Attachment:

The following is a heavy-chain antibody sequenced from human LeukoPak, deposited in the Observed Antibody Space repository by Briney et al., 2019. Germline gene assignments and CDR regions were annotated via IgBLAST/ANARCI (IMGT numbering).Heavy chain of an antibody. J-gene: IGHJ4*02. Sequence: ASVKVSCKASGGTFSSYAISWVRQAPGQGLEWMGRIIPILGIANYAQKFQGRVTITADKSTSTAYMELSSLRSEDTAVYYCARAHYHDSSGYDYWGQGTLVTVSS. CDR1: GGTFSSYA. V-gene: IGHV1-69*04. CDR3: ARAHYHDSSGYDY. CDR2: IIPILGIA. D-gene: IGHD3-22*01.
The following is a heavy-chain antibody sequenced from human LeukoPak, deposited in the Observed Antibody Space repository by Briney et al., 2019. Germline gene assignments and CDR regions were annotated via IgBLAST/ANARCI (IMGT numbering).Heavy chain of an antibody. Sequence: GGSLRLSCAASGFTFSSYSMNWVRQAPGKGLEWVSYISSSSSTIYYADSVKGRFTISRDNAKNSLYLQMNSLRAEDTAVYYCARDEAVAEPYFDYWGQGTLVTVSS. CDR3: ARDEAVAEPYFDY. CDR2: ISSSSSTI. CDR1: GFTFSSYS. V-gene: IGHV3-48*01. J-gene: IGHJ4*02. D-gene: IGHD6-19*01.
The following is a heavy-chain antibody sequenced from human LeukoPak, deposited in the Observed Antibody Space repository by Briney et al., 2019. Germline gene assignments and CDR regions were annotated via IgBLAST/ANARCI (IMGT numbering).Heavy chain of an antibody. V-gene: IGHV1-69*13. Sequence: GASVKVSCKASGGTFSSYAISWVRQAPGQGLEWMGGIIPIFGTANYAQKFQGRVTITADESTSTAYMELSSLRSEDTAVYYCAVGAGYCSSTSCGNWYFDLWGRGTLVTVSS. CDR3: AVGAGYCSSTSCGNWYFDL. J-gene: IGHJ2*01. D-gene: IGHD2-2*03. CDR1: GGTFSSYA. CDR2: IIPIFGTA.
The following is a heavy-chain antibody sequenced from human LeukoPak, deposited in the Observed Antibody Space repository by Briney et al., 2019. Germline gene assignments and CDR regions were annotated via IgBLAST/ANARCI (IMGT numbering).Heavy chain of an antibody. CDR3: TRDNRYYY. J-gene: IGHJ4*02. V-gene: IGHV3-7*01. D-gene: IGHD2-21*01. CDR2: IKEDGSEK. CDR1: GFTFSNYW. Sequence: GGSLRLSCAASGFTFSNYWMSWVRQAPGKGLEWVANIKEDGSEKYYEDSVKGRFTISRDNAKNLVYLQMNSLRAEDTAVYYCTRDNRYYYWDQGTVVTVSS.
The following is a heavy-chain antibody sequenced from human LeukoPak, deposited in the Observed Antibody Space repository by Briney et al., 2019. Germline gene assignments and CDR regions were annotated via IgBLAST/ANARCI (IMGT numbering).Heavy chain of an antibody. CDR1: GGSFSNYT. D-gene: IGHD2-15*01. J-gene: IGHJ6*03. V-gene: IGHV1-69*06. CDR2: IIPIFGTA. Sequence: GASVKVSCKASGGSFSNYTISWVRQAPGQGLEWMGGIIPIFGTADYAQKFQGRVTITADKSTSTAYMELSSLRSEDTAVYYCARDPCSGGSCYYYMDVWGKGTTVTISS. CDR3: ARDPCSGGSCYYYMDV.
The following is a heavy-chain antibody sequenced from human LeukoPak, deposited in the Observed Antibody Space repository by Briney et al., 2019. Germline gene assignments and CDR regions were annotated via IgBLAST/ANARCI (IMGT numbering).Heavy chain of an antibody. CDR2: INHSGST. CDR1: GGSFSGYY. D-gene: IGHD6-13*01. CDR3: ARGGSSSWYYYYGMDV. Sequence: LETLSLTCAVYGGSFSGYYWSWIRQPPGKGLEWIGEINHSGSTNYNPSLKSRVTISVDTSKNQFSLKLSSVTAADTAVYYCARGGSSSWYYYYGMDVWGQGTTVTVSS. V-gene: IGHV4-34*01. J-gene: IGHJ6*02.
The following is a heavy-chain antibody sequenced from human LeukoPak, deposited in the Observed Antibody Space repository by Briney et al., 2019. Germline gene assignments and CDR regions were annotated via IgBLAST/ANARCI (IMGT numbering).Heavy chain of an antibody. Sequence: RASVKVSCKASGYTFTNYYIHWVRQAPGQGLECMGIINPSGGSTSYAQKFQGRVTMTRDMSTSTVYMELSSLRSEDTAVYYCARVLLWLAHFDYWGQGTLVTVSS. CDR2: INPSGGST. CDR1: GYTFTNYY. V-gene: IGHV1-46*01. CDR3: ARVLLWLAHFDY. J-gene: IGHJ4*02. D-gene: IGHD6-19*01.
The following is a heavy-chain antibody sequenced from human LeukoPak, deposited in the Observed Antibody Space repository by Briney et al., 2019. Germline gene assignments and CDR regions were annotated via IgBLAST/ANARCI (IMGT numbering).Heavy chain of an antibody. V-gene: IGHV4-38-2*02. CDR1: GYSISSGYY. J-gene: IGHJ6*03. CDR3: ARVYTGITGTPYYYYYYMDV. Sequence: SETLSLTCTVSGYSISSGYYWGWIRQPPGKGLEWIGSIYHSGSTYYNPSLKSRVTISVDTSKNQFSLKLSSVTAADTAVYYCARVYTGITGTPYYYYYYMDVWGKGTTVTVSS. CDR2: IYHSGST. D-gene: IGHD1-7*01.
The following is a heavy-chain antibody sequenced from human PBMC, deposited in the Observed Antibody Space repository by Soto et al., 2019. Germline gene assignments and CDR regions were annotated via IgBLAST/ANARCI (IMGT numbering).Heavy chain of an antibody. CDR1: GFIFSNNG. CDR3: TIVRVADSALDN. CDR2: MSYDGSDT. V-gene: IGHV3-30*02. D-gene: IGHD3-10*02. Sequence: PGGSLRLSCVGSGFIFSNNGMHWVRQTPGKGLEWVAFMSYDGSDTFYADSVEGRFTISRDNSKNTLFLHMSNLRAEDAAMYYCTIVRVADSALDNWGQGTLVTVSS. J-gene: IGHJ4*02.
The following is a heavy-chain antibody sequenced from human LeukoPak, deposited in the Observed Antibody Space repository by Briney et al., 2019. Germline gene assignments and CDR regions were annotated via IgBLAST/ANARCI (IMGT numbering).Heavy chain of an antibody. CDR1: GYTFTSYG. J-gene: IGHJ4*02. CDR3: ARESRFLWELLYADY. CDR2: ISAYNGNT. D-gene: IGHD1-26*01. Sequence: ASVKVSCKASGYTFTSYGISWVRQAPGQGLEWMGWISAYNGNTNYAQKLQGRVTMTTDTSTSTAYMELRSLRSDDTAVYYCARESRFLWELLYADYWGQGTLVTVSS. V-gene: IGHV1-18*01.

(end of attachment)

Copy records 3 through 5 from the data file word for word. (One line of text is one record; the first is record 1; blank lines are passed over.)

The following is a heavy-chain antibody sequenced from human LeukoPak, deposited in the Observed Antibody Space repository by Briney et al., 2019. Germline gene assignments and CDR regions were annotated via IgBLAST/ANARCI (IMGT numbering).Heavy chain of an antibody. V-gene: IGHV1-69*13. Sequence: GASVKVSCKASGGTFSSYAISWVRQAPGQGLEWMGGIIPIFGTANYAQKFQGRVTITADESTSTAYMELSSLRSEDTAVYYCAVGAGYCSSTSCGNWYFDLWGRGTLVTVSS. CDR3: AVGAGYCSSTSCGNWYFDL. J-gene: IGHJ2*01. D-gene: IGHD2-2*03. CDR1: GGTFSSYA. CDR2: IIPIFGTA.
The following is a heavy-chain antibody sequenced from human LeukoPak, deposited in the Observed Antibody Space repository by Briney et al., 2019. Germline gene assignments and CDR regions were annotated via IgBLAST/ANARCI (IMGT numbering).Heavy chain of an antibody. CDR3: TRDNRYYY. J-gene: IGHJ4*02. V-gene: IGHV3-7*01. D-gene: IGHD2-21*01. CDR2: IKEDGSEK. CDR1: GFTFSNYW. Sequence: GGSLRLSCAASGFTFSNYWMSWVRQAPGKGLEWVANIKEDGSEKYYEDSVKGRFTISRDNAKNLVYLQMNSLRAEDTAVYYCTRDNRYYYWDQGTVVTVSS.
The following is a heavy-chain antibody sequenced from human LeukoPak, deposited in the Observed Antibody Space repository by Briney et al., 2019. Germline gene assignments and CDR regions were annotated via IgBLAST/ANARCI (IMGT numbering).Heavy chain of an antibody. CDR1: GGSFSNYT. D-gene: IGHD2-15*01. J-gene: IGHJ6*03. V-gene: IGHV1-69*06. CDR2: IIPIFGTA. Sequence: GASVKVSCKASGGSFSNYTISWVRQAPGQGLEWMGGIIPIFGTADYAQKFQGRVTITADKSTSTAYMELSSLRSEDTAVYYCARDPCSGGSCYYYMDVWGKGTTVTISS. CDR3: ARDPCSGGSCYYYMDV.